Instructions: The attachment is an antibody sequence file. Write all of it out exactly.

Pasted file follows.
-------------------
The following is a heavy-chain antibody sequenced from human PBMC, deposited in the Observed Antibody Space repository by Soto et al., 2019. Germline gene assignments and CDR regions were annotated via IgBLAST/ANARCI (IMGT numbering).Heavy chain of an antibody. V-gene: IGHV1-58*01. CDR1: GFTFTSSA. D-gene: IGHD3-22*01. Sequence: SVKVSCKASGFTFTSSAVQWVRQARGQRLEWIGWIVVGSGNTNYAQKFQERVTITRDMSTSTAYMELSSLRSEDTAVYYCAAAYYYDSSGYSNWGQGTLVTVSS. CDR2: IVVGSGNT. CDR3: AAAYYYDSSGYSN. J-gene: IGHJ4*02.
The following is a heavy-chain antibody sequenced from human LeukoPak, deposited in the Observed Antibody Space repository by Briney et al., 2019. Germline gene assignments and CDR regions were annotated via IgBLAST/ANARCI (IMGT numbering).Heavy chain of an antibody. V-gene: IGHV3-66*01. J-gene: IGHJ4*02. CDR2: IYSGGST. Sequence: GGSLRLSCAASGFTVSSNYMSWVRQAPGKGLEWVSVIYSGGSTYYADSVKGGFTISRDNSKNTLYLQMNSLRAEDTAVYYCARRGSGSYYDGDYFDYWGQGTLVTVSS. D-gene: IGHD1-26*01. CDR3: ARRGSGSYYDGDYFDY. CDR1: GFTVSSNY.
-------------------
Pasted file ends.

The following is a heavy-chain antibody sequenced from human PBMC, deposited in the Observed Antibody Space repository by Soto et al., 2019. Germline gene assignments and CDR regions were annotated via IgBLAST/ANARCI (IMGT numbering).Heavy chain of an antibody. V-gene: IGHV1-58*01. CDR1: GFTFTSSA. D-gene: IGHD3-22*01. Sequence: SVKVSCKASGFTFTSSAVQWVRQARGQRLEWIGWIVVGSGNTNYAQKFQERVTITRDMSTSTAYMELSSLRSEDTAVYYCAAAYYYDSSGYSNWGQGTLVTVSS. CDR2: IVVGSGNT. CDR3: AAAYYYDSSGYSN. J-gene: IGHJ4*02.
The following is a heavy-chain antibody sequenced from human LeukoPak, deposited in the Observed Antibody Space repository by Briney et al., 2019. Germline gene assignments and CDR regions were annotated via IgBLAST/ANARCI (IMGT numbering).Heavy chain of an antibody. V-gene: IGHV3-66*01. J-gene: IGHJ4*02. CDR2: IYSGGST. Sequence: GGSLRLSCAASGFTVSSNYMSWVRQAPGKGLEWVSVIYSGGSTYYADSVKGGFTISRDNSKNTLYLQMNSLRAEDTAVYYCARRGSGSYYDGDYFDYWGQGTLVTVSS. D-gene: IGHD1-26*01. CDR3: ARRGSGSYYDGDYFDY. CDR1: GFTVSSNY.